Fauci moves goalpost again, claims herd immunity numbers were ‘guestimates,’ CDC changes guidelines

In newly released guidance, the U.S. Centers for Disease Control and Prevention says that the people with underlying medical conditions who are at a higher risk for COVID-19 can receive the COVID-19 vaccine as long as they haven’t suffered a severe allergic reaction to any of the vaccine’s ingredients. So far, about two million Americans have received the inoculation.

According to the CDC, an example of such a severe reaction includes “when a person needs to be treated with epinephrine… or if they must go to the hospital.”

The guidance further indicates that there is limited safety data for those with weakened immune systems or with autoimmune conditions, although the agency says that both groups may receive the vaccine.

Among other things, the CDC advises individuals to consult their physician if they have suffered severe reactions to other vaccines in the past to determine if the COVID vaccine is safe for them.

Fox News medical contributor Dr. Nicole Saphier reacted to the new guidance on Fox & Friends.

“When you look at the safety data from Pfizer and Moderna and some of the other vaccines that are going to be coming to market, they do include people with chronic medical conditions, which is a good thing because about 40% of Americans have some form of chronic illness, but they’re usually including the more common ones, high blood pressure, cholesterol, some form of lung disease, and in that, they show it’s completely safe and those people absolutely should be getting the vaccine.”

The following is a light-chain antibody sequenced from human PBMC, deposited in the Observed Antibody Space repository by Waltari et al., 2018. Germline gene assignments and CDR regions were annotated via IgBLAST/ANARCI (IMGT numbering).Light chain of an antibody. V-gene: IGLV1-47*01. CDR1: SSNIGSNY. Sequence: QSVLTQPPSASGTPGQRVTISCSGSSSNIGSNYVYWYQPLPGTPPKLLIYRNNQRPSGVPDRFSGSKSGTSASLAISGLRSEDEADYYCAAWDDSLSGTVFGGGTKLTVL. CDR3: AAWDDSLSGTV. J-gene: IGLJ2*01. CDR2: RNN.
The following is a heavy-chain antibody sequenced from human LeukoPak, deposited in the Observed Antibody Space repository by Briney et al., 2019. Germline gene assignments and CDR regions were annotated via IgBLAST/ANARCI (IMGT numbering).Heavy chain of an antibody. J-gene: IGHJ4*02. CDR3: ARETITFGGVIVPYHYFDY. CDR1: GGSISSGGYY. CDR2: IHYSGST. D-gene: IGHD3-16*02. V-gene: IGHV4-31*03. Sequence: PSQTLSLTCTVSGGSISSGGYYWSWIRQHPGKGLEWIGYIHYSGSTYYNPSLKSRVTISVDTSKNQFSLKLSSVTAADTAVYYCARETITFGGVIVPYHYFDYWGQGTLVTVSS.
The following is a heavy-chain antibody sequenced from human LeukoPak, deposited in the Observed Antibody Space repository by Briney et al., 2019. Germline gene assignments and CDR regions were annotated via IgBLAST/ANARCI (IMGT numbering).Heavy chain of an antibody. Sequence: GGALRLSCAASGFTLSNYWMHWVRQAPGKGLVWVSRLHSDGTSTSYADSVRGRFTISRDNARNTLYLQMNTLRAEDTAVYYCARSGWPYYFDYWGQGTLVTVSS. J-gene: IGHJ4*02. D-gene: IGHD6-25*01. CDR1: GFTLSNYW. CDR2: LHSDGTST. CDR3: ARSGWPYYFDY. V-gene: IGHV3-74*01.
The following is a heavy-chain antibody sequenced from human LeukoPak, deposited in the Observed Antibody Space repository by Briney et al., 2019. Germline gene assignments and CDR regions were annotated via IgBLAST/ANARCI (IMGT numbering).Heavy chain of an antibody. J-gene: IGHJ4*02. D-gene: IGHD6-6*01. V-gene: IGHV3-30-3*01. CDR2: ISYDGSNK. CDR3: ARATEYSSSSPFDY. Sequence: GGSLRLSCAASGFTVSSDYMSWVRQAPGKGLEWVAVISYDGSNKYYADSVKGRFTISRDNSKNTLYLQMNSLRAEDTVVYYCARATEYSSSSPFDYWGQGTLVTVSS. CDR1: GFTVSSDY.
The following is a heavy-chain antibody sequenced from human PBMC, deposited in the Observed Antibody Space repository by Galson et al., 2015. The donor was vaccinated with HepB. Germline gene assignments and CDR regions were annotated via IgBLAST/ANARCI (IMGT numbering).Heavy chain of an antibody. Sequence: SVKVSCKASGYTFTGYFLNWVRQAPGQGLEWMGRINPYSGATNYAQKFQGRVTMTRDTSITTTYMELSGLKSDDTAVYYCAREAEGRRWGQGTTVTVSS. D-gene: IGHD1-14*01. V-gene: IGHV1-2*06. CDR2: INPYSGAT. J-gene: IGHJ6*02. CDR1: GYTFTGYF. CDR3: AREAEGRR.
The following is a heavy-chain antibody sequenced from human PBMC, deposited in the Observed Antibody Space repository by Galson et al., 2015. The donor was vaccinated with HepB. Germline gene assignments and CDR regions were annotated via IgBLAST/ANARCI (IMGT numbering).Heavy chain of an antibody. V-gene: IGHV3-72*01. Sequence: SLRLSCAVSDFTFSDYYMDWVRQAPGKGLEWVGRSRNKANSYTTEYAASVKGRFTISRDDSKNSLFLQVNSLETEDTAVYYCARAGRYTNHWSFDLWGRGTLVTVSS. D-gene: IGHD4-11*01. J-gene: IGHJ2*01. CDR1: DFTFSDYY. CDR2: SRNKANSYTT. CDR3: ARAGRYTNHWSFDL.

Noting that those with autoimmune disorders were not included in first-stage clinical trials, Saphier went to say that she herself suffers from an autoimmune disease, and that it is not entirely clear about the effects or the immune response of those in that category from the vaccine.

“But what we do know is this vaccine is incredibly safe unless you have a known severe allergic reaction history, so everyone probably should be getting this vaccine, under the guidance of their doctor, and we have clinical trials now undergoing to make sure that these people are also getting that immunity that they need. We don’t know if it’s going to be that same 95% efficacy, but any sort of immunity is gonna help and really help us move that needle with COVID-19,” she explained.

Saphier said she intends to take the vaccine when it is her turn based on her doctor’s advice because it can help her and potentially those around her.

Watch the entire interview to get the full context:

(Source: Fox News)

Vaccinations are supposed to eventually lead to so-called herd immunity. Dr. Anthony Fauci, the National Institute of Allergy and Infectious Diseases director who seems to spend much of his time interacting with the media rather than studying data, looking through a microscope, or treating patients, is apparently moving the goal posts.

He now says that 70 to 90 percent of the population would need to be vaccinated to reach this goal after previously claiming that 60 to 70 percent would be necessary.

Robert Jonathan

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